I could’ve easily given both the Sega Ages games Shinobi and Fantasy Zone separate review pages. But, in honesty, they both deliver exactly what they’ve set out to originally accomplish — producing retro bliss for a very convenient price. It’s just a matter of deciding whether you’re all about ninjas or weird spaceships blasting enemies in a confined zone.
Shinobi is based on the original arcade game of the same name, not the following Sega Genesis games. So it’s simpler in nature, but presents Joe Hisashi in all his classic glory as he cuts enemies down to size while rescuing hostages. Along the way, he’ll also need to deal with bosses, including a technical terror with an army of robots and a helicopter filled with ninjas. That’s right, a helicopter filled with ninjas.
M2 handled the conversion of this game, and it holds up beautifully. There’s even an option to switch the button configurations around, in case you need rapid fire or want to set things up a different way. The visuals and audio are pretty much a perfect reproduction of the arcade game, though obviously the graphics are a step below what the Genesis games provide in terms of technical beauty. No matter. We’re going old-school here.
There’s also an Ages mode that’s a welcome sight for newcomers, as Joe can take more hits this way. It’s ideal for those who grew up on the newer Shinobi games. Loving this addition.
Then there’s Fantasy Zone. This quirky little shooter puts you in an enclosed fantasy space (think Defender or Resogun with its “infinite loop”) as you blast enemies big and small from the sky. Along the way, you can acquire new weapons from a floating shop with the coins you’ve acquired; and you’ll also need to deal with boss enemies with varying attacks.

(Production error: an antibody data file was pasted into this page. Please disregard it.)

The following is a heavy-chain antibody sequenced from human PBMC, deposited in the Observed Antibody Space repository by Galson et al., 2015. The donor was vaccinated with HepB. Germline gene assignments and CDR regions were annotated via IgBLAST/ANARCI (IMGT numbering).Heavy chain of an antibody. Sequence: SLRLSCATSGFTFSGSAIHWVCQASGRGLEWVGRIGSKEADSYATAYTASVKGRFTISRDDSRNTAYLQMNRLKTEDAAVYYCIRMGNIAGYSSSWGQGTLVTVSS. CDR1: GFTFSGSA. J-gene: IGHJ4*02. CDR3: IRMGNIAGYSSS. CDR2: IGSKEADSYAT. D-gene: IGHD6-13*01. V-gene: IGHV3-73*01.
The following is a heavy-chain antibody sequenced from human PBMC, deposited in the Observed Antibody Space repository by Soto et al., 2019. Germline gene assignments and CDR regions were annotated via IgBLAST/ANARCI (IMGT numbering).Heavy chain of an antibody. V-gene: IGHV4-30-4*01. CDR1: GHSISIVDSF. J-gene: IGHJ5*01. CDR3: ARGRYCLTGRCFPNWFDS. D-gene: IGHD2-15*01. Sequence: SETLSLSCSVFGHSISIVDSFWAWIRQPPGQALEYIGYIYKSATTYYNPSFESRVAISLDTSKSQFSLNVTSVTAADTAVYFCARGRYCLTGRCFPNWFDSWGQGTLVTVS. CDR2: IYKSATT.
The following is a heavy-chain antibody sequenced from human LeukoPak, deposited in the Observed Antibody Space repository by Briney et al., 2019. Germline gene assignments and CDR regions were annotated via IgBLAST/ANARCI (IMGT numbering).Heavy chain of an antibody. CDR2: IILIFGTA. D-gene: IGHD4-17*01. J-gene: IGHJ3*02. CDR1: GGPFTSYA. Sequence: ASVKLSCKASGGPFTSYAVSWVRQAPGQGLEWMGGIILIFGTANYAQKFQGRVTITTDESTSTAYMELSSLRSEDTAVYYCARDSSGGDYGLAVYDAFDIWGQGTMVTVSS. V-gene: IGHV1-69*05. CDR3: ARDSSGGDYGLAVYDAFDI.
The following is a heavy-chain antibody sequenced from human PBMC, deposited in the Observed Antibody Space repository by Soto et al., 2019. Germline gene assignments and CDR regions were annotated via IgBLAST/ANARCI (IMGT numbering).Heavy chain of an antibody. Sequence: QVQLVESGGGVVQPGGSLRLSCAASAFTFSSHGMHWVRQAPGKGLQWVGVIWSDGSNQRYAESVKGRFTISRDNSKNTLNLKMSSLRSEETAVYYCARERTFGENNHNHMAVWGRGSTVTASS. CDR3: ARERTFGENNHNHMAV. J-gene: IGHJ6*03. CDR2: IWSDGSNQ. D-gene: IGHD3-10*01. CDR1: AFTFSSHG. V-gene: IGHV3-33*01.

This one’s just like Shinobi, light and breezy at first, but then challenging as it goes on. The arcade version holds up fundamentally well, though I do prefer the more complex sequels that came to consoles years later, which aren’t really represented here. At least the original game is intact, and that’ll be a treat for fans.
What’s more, there’s a bonus mode in Fantasy Zone as well. Upa-Upa mode does away with the shop in favor of just letting you switch between what weapons you want to use. Like Ages mode in Shinobi, it makes things fairly easier — and a little easier to stomach.
Fantasy Zone’s presentation is simple for the most part, and not nearly as complicated as its sequels. Still, it looks delightful on the Nintendo Switch, either in handheld mode or on the TV. And the music’s not bad either.
So you’ve got two more great games in the Sega Ages library, handled exquisitely well by the developers at M2. If you’re smart, you’ll go ahead and add both to your collection, as they’re worth your time with their pinpoint accuracy and extra features, including the ability to rewind in spots and even set up scanlines, if you’re in an old-school visual mindset. Now that’s fan service — and I can’t wait to see what these guys do next.